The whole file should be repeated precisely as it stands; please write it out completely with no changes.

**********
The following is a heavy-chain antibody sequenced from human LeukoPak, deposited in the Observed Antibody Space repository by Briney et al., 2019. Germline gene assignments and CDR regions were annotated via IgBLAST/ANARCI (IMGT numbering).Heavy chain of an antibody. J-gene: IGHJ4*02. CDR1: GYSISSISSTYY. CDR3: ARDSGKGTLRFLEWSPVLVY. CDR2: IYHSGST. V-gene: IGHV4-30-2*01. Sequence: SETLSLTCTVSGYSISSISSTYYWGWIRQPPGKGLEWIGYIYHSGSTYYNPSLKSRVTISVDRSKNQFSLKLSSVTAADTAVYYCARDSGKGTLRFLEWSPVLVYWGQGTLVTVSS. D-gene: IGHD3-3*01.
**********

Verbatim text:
The following is a heavy-chain antibody sequenced from human LeukoPak, deposited in the Observed Antibody Space repository by Briney et al., 2019. Germline gene assignments and CDR regions were annotated via IgBLAST/ANARCI (IMGT numbering).Heavy chain of an antibody. J-gene: IGHJ4*02. CDR1: GYSISSISSTYY. CDR3: ARDSGKGTLRFLEWSPVLVY. CDR2: IYHSGST. V-gene: IGHV4-30-2*01. Sequence: SETLSLTCTVSGYSISSISSTYYWGWIRQPPGKGLEWIGYIYHSGSTYYNPSLKSRVTISVDRSKNQFSLKLSSVTAADTAVYYCARDSGKGTLRFLEWSPVLVYWGQGTLVTVSS. D-gene: IGHD3-3*01.